Facebook begins blocking apps from accessing user data after 90 days of non-use

Facebook has rolled out a change that limits apps’ ability to access users’ data. The change comes hours before Facebook CEO Mark Zuckerberg’s testimony before Congress where it’s expected he will have to answer questions about how the company handles its users’ personal information, in wake of the Cambridge Analytica scandal which saw the personal data of 87 million Facebook users compromised.

Among many other new restrictions to its API platform announced last week, Facebook said that it would soon introduce a stricter review process for use of Facebook Login for apps, and it would block apps from pulling users’ personal data after three months of non-use.

Now, that change to apps’ ability to access user data has begun to roll out, Facebook says.

All Facebook platform apps won’t be affected immediately – the change will roll out gradually over the weeks ahead.  Between April 9 and April 21, tokens for the users who have not actively logged into a developer’s app and granted consent to permissions in the last 90 days will expire, Facebook says.

Facebook suggests that app publishers monitor their app for any issues that may occur as a result. Apps may run into issues with regard to the expired tokens, and will need to make sure they’ve designed their app to either re-prompt the user to login again with Facebook, or show an optional user interface which allows the app to refresh its access to users’ Facebook data with consent.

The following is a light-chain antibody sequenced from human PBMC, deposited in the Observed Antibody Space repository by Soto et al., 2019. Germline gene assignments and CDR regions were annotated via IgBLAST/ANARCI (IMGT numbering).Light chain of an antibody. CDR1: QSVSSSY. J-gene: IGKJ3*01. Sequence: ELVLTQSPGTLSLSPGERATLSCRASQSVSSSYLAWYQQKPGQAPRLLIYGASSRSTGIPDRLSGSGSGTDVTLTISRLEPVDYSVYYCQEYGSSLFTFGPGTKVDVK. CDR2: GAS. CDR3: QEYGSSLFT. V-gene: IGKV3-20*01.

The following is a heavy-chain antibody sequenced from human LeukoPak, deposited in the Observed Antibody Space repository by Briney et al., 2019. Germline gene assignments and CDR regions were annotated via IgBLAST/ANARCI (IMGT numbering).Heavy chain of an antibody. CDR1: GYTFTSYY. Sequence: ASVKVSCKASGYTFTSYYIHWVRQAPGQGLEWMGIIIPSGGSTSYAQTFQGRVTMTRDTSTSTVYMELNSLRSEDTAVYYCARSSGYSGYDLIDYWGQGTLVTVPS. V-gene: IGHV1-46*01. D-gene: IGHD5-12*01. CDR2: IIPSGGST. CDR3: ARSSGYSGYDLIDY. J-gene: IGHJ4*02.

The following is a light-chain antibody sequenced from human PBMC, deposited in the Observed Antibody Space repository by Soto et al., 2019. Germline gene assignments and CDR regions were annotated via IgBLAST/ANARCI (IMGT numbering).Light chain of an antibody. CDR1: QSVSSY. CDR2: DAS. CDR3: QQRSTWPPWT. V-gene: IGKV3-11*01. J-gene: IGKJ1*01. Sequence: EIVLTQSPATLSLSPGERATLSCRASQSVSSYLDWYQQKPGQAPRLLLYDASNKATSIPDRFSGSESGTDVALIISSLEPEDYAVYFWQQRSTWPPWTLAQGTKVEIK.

The apps will have to send users through the Facebook Login process every 90 days, and the person logging in has to agree to the data permissions by tapping “Continue,” Facebook explains in its announcement.

“We believe this immediate access update helps build trust and leads to stronger connections within our ecosystem,” reads the Facebook blog post.

A number of apps over the years adopted Facebook Login to offer users an easier way to sign into their own service, while giving the app maker the ability to access users’ Facebook data. Some users preferred the Facebook Login option, as it meant they didn’t have to remember so many different passwords. Others, including those who didn’t have a Facebook account (or those who perhaps rightly didn’t trust Facebook) found the practice infuriating.

Also upsetting is that there was no sort of deprecation policy in place for the apps people no longer used. That led to users being fairly shocked to discover long lists of apps they hadn’t touched in years with lingering access to their data. Facebook recently addressed this issue as well, with the introduction of a bulk app removal tool that lets users delete apps from their account entirely. 

It also announced a series of changes to how developers can use its APIs, including Instagram APIs, which largely involve locking down its platform, then figuring out which developers actually require (and deserve) any heightened access in order for their app to function.

These sorts of changes are a critical part of what Zuckerberg will have to testify to today – because it wasn’t that Facebook directly handed over 87 million users’ personal data – it had just designed a platform that let apps easily collect it without users’ knowledge or consent.